The committee appeared genuinely interested in finding out how FOI has performed to-date and how it can be improved.

    Supercharging FOI

    Alex told the committee that FOI enables evidence based policy making and empowers citizens; he said the WhatDoTheyKnow.com website supercharges the provisions of the FOI Act making it easier for people to take advantage of the right to access information which it gives them.


    Elfyn Llwyd MP raised the question of vexatious and frivolous requests through the medium of ghosts. Asked if requests about ghosts could ever be justified Alex told MPs that it was hard to draw the line between acceptable and unacceptable requests. He noted that one council had spent public money on an exorcism, so in that case there would be information held and an FOI request justified. He questioned if requests on ghosts were to be deemed unacceptable, what other areas might be excluded. UFOs? The MoD for a long period did have an office collating UFO reports, again there was public spending, and recorded information held, in this area. Homeopathy was also highlighted, that’s about as real as ghosts or UFOs, but again FOI requests about it must surely be permitted as significant amounts of taxpayers money are spent on it.

    Maurice Frankel, the director of the Campaign for Freedom of Information, who was giving evidence alongside WhatDoTheyKnow took a stronger line. He described those who made FOI requests about ghosts as “idiots”; but also accepted it was hard, and undesirable, to try and outlaw requests on certain subjects. He added that such requests did not generally cost large amounts of money to deal with.

    Time Limits

    MPs on the committee appeared sympathetic to calls from the representatives of WhatDoTheyKnow and the Campaign for Freedom of Information to introduce stricter time limits. The need for time limits was brought into focus during the discussion of the time limits for prosecutions under S.77 of the Act (Offence of altering etc. records with intent to prevent disclosure), very few requests have gone through a response, and internal review, and the Information Commissioner within the time limit for launching a prosecution. An MP suggested making offences under S.77 triable in either a magistrates or a crown court so as to extend the time period while retaining consistency with the rest of the justice system.


    When asked to comment on the idea of introducing fees for all FOI requests Alex said such proposals would be “devastating” and would deter many from making requests. Alex noted that the public had paid for the information in question already, via general taxation, and ought be able to access it.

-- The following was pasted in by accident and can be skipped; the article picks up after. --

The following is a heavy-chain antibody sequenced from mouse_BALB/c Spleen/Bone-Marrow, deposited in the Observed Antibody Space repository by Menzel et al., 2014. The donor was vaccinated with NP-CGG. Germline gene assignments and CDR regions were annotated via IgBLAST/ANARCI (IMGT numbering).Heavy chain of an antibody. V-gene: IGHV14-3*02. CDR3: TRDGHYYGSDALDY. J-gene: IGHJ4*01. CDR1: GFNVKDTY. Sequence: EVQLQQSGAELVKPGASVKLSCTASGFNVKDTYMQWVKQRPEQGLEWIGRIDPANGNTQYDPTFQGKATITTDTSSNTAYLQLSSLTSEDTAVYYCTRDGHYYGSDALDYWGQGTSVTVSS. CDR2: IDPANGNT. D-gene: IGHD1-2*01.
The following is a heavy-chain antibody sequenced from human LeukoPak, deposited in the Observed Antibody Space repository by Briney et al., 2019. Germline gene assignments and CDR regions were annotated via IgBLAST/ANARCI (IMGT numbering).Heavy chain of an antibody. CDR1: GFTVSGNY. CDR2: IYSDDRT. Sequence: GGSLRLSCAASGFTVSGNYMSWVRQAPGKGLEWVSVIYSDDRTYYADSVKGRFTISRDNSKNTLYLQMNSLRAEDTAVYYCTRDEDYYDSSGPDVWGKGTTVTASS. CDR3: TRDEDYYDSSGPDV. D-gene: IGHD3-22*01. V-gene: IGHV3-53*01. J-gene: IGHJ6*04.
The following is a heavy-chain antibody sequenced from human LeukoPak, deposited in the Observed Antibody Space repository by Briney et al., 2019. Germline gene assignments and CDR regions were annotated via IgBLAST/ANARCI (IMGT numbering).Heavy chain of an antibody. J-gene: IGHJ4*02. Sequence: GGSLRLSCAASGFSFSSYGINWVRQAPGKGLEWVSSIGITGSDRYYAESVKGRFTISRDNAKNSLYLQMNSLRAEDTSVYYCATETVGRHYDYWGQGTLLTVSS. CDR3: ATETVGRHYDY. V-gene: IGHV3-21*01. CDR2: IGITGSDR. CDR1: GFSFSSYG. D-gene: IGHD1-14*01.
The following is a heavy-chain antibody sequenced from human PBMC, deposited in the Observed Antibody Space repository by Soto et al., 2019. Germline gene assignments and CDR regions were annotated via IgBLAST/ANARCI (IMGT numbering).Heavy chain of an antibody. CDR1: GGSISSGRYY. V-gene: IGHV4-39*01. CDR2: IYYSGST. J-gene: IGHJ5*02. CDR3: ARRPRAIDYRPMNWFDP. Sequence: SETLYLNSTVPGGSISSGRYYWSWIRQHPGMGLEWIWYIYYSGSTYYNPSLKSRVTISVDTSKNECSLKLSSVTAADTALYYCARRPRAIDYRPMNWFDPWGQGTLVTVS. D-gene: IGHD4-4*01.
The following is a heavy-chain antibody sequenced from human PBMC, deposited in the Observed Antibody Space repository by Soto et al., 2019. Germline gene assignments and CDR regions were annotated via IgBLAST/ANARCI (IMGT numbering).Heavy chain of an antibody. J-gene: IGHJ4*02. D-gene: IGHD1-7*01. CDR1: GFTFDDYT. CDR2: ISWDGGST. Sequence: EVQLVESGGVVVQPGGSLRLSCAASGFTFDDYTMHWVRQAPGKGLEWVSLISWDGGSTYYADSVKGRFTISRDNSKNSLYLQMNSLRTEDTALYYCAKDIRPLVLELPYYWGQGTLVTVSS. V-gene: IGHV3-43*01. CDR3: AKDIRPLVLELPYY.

Exempting Universities

    When asked to comment on lobbying from universities to be exempted from FOI, Alex robustly defended their inclusion in the act, pointing to their role in controlling access to professions and awarding degrees. Maurice Frankel and Alex noted the universities’ argument that they were being funded by a decreasing fraction of public money wasn’t really relevant, as that is not the basis on which bodies are deemed to be covered by the Act.

    Extending Coverage of FOI

    The reach of FOI into commercial organisations carrying out work on behalf of public bodies was briefly discussed however notably there was little further discussion of extending the coverage of FOI, perhaps suggesting this may be a dedicated subject for future evidence session. This session was been described as the committee’s first, suggesting there will be more. At least one of these will presumably hear from the Information Commissioner.

    The written evidence we submitted can be read on page 81 of the compendium of submitted evidence (PDF).

  10. MPs to Review Operation of FOI : Submit Your Views

    WhatDoTheyKnow.com Logo

    MPs are about to review the first five years of the operation of the Freedom of Information Act 2000. We’d like to encourage users of mySociety’s Freedom of Information website WhatDoTheyKnow.com to share their views and experiences with the MPs who are to carry out the review.

    The review is being conducted by the House of Commons’ Justice Select Committee.

    The committee is currently inviting people to make submissions to it. The deadline for submissions is Friday 3 February 2012.

    A memorandum from the Ministry of Justice has been prepared to brief the committee, that document notes, in paragraph 67:

    Very little research has been published detailing the views of requesters of information.

    Particularly in light of this we thought it would be worthwhile alerting our users to this review; if we could encourage our users to make submissions to the committee that might help ensure they receive balanced evidence: from outside, as well as within, the public sector.

    While the committee is interested in any comments on the act’s operation, specific questions the committee has asked for comment on are:

    • Does the Freedom of Information Act work effectively?
    • What are the strengths and weaknesses of the Freedom of Information Act?
    • Is the Freedom of Information Act operating in the way that it was intended to?

    Responses can be emailed to: justicecommemo@parliament.uk

    Details of how responses should be formatted and technical details relating to submission are available on the webpage announcing the call for submissions.